Are you a new coffee drinker who needs to learn how to brew coffee? Or maybe you’re already a caffeine fiend, but are looking to sharpen your barista skills to avoid those extra trips to Starbucks.
The Coffee Rooster will guide you through the process through a series of how-to guides and articles about how to brew coffee. First, some Coffee 101.
First, let’s address a myth. Making great coffee isn’t necessarily about knowing the best coffee brands or finding the perfect coffee bean off the bat. Sure, the best coffee beans can help you dial in on an amazing experience, but for the novice coffee drinker, it is more about knowing the difference between general coffee roasting levels and coffee brewing equipment.
Typically, coffee beans are roasted before they are consumed. Coffee roasting levels can range from light to medium to dark, all of which have very different flavor characteristics. Roasters start with a raw, green coffee bean before roasting them to the desired levels. There are hundreds of coffee roasters out there who have created an infinite variety of coffee roasts and flavors, but simply knowing the difference between light and dark coffee can make a world of difference.
Coffee roasting is exactly as it sounds. The coffee beans are placed into a coffee roaster, or even an oven, where they are heated and toasted until they reach a certain roast level. In general, these coffee roast levels result in the following flavor profiles:
Light Roast – Coffee beans are roasted until they are light brown in color and tend to have a milder flavor. Because these are so lightly roasted, they do not have much of a smoky flavor, and have not yet developed much oil on the surface of the bean. Often, new coffee drinkers will start off with a lighter roast.
Medium Roast – The coffee beans are roasted longer, resulting in a slightly darker brown color. Here, we start to see a stronger flavor, but still have not developed much oil on the surface of the bean. Many people like to stick with a medium roast as their preferred coffee bean due to its balance and lack of bitterness or smokiness.
Medium-Dark Roast – We now start to see some bitterness appear in the coffee bean taste as well as some oil on the surface of the bean, which will be visible in the cup when the coffee is poured.
Dark Roast – Dark roasts are, expectedly, much darker in color. They often have a pronounced smoky or charred flavor and an enhanced bitter aftertaste compared to medium roast beans. In addition to there being a number of dark coffee beans out there, espresso beans are sometimes also referred to as dark roast coffee.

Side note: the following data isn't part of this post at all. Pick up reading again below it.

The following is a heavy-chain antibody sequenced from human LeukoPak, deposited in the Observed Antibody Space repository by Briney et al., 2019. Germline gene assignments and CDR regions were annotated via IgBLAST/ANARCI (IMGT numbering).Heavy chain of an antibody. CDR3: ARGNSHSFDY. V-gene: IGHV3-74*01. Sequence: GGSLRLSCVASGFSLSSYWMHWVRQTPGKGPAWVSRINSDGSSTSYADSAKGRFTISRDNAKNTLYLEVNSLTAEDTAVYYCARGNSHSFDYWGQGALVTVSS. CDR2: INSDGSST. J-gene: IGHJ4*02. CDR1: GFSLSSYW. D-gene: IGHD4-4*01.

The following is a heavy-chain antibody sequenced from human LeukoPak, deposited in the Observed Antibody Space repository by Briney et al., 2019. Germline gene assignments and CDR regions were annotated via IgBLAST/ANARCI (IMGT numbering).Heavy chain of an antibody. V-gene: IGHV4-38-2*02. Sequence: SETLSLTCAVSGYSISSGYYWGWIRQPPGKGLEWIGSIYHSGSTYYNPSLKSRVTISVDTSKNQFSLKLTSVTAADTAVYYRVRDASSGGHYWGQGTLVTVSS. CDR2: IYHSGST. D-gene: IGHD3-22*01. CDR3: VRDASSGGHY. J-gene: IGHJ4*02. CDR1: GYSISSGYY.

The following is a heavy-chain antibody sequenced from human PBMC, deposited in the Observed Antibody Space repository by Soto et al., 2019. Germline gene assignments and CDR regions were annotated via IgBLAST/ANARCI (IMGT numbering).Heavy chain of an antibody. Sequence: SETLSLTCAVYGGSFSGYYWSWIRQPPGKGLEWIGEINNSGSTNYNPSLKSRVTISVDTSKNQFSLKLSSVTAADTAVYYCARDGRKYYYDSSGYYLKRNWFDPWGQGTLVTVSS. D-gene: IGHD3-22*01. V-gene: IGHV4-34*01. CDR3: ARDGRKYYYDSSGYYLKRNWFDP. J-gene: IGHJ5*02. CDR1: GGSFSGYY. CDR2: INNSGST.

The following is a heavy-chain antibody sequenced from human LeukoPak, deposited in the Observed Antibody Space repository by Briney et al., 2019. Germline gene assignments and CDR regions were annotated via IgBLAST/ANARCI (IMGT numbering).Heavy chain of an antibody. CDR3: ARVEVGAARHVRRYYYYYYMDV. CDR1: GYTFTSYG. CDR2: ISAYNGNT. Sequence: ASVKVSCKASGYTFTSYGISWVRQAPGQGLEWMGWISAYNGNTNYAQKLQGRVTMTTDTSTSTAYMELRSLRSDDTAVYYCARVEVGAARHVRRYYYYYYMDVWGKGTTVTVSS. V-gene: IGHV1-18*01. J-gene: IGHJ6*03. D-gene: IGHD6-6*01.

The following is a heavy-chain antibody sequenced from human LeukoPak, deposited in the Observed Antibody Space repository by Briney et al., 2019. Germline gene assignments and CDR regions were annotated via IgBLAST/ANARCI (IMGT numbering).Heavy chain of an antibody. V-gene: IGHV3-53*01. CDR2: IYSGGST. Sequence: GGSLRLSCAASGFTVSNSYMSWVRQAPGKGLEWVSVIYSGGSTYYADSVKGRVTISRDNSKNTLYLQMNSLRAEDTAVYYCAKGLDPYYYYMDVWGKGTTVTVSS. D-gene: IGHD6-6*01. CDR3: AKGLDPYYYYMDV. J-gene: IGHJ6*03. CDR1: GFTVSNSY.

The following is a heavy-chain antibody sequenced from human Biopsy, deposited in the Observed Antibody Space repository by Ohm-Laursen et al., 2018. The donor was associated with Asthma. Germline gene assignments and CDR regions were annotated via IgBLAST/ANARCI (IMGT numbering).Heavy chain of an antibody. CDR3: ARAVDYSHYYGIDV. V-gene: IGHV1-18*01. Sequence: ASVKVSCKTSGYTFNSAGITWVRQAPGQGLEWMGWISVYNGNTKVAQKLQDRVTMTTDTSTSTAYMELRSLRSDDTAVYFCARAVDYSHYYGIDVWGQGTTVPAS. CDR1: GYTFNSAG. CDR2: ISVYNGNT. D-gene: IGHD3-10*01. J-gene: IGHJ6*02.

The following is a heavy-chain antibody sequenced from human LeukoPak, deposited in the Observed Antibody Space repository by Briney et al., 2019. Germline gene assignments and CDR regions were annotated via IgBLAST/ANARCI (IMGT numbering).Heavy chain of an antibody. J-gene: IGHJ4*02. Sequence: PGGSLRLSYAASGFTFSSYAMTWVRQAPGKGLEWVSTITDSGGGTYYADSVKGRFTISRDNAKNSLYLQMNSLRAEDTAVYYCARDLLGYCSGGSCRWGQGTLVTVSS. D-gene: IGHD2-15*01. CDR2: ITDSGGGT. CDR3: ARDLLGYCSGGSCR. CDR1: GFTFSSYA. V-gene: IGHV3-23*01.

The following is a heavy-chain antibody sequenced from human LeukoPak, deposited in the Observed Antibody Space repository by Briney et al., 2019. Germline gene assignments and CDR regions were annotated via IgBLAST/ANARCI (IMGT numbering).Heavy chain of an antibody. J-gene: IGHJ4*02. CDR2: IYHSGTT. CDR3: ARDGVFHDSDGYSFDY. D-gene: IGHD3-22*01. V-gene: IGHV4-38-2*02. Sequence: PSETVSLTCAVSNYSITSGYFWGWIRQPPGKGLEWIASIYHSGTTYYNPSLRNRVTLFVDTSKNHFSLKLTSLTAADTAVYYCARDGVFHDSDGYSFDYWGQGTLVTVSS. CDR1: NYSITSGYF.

There are three main ways that people in the US tend to brew their coffee. This is by no means an exhaustive list, so please check back as we continue to add how-to’s and articles on other sophisticated coffee brewing methods!
Percolators – Unfortunately, many people are still using percolators to brew their coffee, and we do not recommend it. A percolator resembles a pitcher where the water is poured into the bottom, and course-ground coffee beans are placed in the top chamber. The percolator is then placed on the stove or some other heating source. The water eventually boils, pushing itself up over the top of the beans to brew them. Due to the extremely high heat during boiling, this often leads to over-brewed coffee with a burnt or otherwise off flavor. Percolators may work well for brewing coffee for large groups of people, but not so much for obtaining the best coffee flavor. (Recommended: Farberware Classic Stainless Steel Yosemite 8-Cup Coffee Percolator or Presto 02811 12-Cup Stainless Steel Coffee Maker)
Automatic Drip Coffee Machines – Around the 1970s, percolators were replaced by automatic drip coffee machines in many households. This is the type of coffee brewing equipment that most who are reading this guide will be familiar with. In this case, ground coffee beans are placed into a filter at the top of the appliance and water is poured into a chamber. Once started the water will heat up and permeate the coffee grounds, causing brewed coffee to drip into a coffee pot underneath. Because the coffee is collected into a pot rather than recirculated into itself, drip coffee tends to have a better flavor than that of the percolator. Automatic drip coffee machines are often a great place to start for beginner coffee brewers. (Recommended: Cuisinart DCC-3200 14-Cup Glass Carafe with Stainless Steel Handle Programmable Coffeemaker)
French Press – French press coffee is, in my humble opinion, second to none. Even better, the process is ridiculously simple and gives off that minimalist vibe. In this case, water is boiled on the stove or in an electric kettle, and is then poured over the ground coffee beans in the French press itself. After brewing for three or more minutes, the coffee can then be pressed, pushing the course-ground coffee to the bottom and the liquid coffee to the top. It is now time to enjoy an amazing cup of coffee! (Recommended: Bodum Brazil 8-Cup French Press Coffee Maker along with this beautiful KitchenAid KEK1222PT Electric Kettle)